Results presented at the Regional Anesthesiology and Acute Pain Medicine Meeting showed that patients who underwent major lower extremity amputation and received peripheral nerve blockade with combined standard and liposomal bupivacaine had lower oral morphine-equivalent use than patients who did not receive regional anesthesia.
Catalina I. Dumitrascu, MD, and colleagues categorized 631 patients undergoing major lower extremity amputation to three categories: no regional anesthesia (n=416), peripheral nerve blockade with standard bupivacaine alone (n=84) or peripheral nerve blockade with a mixture of standard and liposomal bupivacaine (n=131).
“Our primary outcome was total postoperative oral morphine-equivalent use at 72 hours,” Dumitrascu said in a press release. “Secondary outcomes included pain scores at 24, 48 and 72 hours and any pain scores greater than seven out of 10 in the first 72 hours, as well as postoperative opioid-related respiratory depression.”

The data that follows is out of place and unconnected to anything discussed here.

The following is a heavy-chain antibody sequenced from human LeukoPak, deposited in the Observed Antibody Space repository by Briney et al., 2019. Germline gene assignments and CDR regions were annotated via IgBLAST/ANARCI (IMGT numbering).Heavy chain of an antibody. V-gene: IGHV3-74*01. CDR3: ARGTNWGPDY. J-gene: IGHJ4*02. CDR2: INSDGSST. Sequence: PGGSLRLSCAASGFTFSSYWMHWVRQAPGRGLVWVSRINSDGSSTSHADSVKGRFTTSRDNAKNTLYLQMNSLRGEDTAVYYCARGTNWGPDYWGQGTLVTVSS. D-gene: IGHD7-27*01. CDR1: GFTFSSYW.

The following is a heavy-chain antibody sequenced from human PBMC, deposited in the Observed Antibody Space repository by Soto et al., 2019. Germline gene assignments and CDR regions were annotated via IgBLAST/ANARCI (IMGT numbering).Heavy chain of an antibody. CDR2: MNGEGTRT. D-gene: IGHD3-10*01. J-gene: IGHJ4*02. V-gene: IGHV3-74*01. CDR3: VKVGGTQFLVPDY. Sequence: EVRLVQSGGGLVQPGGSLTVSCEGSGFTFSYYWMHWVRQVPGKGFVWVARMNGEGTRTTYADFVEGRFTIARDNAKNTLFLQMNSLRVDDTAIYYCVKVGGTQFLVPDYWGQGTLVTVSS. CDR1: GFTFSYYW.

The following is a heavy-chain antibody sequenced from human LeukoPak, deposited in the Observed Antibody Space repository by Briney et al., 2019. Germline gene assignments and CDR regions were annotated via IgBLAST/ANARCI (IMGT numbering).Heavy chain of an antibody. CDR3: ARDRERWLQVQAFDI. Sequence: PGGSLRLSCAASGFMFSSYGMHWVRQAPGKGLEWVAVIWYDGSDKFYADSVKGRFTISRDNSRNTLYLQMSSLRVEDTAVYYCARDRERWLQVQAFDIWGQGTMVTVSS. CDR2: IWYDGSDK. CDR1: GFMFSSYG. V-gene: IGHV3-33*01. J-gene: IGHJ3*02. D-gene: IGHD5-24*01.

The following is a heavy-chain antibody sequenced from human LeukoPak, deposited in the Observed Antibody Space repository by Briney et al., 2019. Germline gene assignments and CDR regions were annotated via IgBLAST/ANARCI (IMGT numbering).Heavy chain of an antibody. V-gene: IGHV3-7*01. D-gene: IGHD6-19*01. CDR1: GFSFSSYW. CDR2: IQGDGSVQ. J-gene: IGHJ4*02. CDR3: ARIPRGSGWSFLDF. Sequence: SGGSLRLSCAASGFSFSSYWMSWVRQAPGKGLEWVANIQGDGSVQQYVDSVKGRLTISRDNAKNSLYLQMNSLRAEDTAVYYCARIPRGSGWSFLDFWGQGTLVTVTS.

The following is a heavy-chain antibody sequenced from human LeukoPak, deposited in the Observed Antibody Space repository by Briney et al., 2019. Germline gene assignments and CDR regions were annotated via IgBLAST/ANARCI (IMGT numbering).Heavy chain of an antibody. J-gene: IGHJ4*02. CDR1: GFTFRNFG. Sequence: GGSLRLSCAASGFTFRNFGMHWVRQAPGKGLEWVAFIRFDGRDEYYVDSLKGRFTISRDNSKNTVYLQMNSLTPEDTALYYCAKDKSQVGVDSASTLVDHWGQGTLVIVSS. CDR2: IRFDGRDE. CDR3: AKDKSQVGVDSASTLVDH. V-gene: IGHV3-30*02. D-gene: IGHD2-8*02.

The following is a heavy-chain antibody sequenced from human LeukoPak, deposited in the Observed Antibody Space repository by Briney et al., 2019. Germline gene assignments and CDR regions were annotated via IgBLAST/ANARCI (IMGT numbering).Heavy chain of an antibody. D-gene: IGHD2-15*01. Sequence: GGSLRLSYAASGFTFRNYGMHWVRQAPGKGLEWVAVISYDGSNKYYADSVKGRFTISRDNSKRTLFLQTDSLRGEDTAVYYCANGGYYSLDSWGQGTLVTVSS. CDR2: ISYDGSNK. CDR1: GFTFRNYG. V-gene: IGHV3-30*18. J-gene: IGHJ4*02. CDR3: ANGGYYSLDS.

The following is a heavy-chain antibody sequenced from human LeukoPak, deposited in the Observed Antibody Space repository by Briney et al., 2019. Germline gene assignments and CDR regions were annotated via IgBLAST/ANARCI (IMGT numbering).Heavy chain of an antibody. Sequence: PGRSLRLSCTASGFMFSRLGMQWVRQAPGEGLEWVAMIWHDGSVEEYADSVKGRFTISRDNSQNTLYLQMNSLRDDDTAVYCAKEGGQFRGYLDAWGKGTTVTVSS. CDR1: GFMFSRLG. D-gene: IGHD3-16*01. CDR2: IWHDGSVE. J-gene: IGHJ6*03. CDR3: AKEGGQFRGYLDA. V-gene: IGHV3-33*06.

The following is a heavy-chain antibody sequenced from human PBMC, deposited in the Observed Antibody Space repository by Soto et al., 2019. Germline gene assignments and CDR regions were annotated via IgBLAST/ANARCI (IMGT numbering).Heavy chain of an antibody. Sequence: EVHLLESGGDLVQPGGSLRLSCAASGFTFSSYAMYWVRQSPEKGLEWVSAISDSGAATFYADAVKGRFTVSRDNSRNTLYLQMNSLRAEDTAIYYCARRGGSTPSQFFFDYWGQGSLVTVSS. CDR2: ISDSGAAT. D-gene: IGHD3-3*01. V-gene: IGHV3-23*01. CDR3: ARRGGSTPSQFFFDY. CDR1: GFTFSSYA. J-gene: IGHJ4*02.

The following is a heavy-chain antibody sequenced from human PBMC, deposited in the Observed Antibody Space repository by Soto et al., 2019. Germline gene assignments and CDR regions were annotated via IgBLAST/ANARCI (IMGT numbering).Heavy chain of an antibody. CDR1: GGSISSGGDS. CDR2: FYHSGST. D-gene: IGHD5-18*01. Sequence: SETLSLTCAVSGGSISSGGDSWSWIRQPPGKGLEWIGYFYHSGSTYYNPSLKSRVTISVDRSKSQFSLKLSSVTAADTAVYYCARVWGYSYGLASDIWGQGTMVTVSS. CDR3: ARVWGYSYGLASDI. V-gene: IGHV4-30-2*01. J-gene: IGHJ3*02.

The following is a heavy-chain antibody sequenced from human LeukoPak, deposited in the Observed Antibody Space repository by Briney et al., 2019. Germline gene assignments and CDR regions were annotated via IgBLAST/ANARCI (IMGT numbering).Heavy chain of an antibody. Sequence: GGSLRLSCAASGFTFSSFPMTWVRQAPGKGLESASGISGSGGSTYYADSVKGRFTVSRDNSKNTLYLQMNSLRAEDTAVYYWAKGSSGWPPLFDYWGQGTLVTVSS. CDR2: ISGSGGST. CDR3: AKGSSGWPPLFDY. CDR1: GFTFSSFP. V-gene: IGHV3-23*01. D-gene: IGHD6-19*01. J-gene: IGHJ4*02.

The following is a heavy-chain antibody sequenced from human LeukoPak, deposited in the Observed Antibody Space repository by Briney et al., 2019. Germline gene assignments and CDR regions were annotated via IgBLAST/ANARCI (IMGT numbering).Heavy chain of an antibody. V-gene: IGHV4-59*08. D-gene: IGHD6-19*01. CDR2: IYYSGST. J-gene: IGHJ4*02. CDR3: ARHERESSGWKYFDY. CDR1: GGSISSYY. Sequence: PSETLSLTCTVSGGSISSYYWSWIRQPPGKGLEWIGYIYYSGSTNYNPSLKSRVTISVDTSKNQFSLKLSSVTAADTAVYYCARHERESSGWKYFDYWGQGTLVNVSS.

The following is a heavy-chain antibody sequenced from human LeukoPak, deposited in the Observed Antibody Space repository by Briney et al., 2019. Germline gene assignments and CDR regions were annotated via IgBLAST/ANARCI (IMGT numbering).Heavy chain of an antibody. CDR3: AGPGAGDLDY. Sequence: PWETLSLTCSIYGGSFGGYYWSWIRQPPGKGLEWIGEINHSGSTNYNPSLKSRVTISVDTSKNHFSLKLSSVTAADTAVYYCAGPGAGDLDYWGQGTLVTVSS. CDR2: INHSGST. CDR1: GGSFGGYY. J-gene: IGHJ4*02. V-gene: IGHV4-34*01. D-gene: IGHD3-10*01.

In a multivariable analysis adjusted for history of chronic pain, preoperative opioid use, patient comorbidities, surgical features and baseline pain scores, results showed patients in the no regional anesthesia group had 1.5- times greater opioid requirements compared with patients who received peripheral nerve block with combined standard and liposomal bupivacaine. Dumitrascu noted that there was also signal for benefit in the group of patients receiving peripheral nerve block with standard bupivacaine alone, such that opioid consumption was 30% higher in the no regional group; though these results did not meet statistical significance.
“Importantly, there was no difference in opioid utilization between patients using regional anesthesia with or without liposomal bupivacaine,” Dumitrascu said. – by Casey Tingle
Dumitrascu CI, et al. Abstract 6562. Presented at: Regional Anesthesiology and Acute Pain Medicine Meeting; April 11-13, 2019; Las Vegas.
Disclosure: Dumitrascu reports no relevant financial disclosures.